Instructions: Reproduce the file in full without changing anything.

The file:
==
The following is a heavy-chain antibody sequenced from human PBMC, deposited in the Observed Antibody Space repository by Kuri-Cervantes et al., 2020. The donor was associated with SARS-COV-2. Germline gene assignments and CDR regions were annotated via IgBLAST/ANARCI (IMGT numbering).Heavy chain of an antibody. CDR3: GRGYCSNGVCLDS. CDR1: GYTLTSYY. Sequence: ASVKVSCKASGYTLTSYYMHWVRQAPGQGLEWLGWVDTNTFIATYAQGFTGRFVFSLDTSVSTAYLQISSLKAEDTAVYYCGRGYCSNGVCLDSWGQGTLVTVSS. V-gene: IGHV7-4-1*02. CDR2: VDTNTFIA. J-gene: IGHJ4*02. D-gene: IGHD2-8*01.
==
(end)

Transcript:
The following is a heavy-chain antibody sequenced from human PBMC, deposited in the Observed Antibody Space repository by Kuri-Cervantes et al., 2020. The donor was associated with SARS-COV-2. Germline gene assignments and CDR regions were annotated via IgBLAST/ANARCI (IMGT numbering).Heavy chain of an antibody. CDR3: GRGYCSNGVCLDS. CDR1: GYTLTSYY. Sequence: ASVKVSCKASGYTLTSYYMHWVRQAPGQGLEWLGWVDTNTFIATYAQGFTGRFVFSLDTSVSTAYLQISSLKAEDTAVYYCGRGYCSNGVCLDSWGQGTLVTVSS. V-gene: IGHV7-4-1*02. CDR2: VDTNTFIA. J-gene: IGHJ4*02. D-gene: IGHD2-8*01.